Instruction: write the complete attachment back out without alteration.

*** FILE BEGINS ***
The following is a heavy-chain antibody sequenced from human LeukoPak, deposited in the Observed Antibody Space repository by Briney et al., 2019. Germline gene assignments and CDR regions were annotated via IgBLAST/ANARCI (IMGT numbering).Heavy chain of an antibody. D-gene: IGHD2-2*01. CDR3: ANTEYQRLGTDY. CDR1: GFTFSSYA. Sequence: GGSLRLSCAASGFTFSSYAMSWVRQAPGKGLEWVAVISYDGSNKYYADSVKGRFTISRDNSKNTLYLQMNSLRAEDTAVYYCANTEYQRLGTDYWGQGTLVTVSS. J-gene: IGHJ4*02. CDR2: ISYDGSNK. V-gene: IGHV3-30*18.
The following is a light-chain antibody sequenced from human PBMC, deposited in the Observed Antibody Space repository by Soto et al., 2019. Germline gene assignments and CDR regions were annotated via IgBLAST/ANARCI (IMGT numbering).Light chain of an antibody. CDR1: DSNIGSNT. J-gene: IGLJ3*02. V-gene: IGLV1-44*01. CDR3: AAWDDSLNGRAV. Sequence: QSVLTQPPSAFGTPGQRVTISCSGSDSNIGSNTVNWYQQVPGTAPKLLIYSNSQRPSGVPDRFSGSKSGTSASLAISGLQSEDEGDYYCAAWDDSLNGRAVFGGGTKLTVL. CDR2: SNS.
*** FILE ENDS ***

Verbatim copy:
The following is a heavy-chain antibody sequenced from human LeukoPak, deposited in the Observed Antibody Space repository by Briney et al., 2019. Germline gene assignments and CDR regions were annotated via IgBLAST/ANARCI (IMGT numbering).Heavy chain of an antibody. D-gene: IGHD2-2*01. CDR3: ANTEYQRLGTDY. CDR1: GFTFSSYA. Sequence: GGSLRLSCAASGFTFSSYAMSWVRQAPGKGLEWVAVISYDGSNKYYADSVKGRFTISRDNSKNTLYLQMNSLRAEDTAVYYCANTEYQRLGTDYWGQGTLVTVSS. J-gene: IGHJ4*02. CDR2: ISYDGSNK. V-gene: IGHV3-30*18.
The following is a light-chain antibody sequenced from human PBMC, deposited in the Observed Antibody Space repository by Soto et al., 2019. Germline gene assignments and CDR regions were annotated via IgBLAST/ANARCI (IMGT numbering).Light chain of an antibody. CDR1: DSNIGSNT. J-gene: IGLJ3*02. V-gene: IGLV1-44*01. CDR3: AAWDDSLNGRAV. Sequence: QSVLTQPPSAFGTPGQRVTISCSGSDSNIGSNTVNWYQQVPGTAPKLLIYSNSQRPSGVPDRFSGSKSGTSASLAISGLQSEDEGDYYCAAWDDSLNGRAVFGGGTKLTVL. CDR2: SNS.